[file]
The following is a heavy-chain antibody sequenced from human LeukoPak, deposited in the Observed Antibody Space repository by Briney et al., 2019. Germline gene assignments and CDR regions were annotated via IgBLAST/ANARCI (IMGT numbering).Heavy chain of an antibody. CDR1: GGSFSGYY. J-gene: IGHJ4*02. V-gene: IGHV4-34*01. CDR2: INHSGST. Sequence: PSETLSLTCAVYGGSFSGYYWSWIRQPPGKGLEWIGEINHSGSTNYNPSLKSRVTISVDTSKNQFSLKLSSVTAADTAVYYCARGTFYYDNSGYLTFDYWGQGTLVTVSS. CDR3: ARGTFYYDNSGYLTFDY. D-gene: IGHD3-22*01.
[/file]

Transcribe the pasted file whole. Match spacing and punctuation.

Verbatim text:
The following is a heavy-chain antibody sequenced from human LeukoPak, deposited in the Observed Antibody Space repository by Briney et al., 2019. Germline gene assignments and CDR regions were annotated via IgBLAST/ANARCI (IMGT numbering).Heavy chain of an antibody. CDR1: GGSFSGYY. J-gene: IGHJ4*02. V-gene: IGHV4-34*01. CDR2: INHSGST. Sequence: PSETLSLTCAVYGGSFSGYYWSWIRQPPGKGLEWIGEINHSGSTNYNPSLKSRVTISVDTSKNQFSLKLSSVTAADTAVYYCARGTFYYDNSGYLTFDYWGQGTLVTVSS. CDR3: ARGTFYYDNSGYLTFDY. D-gene: IGHD3-22*01.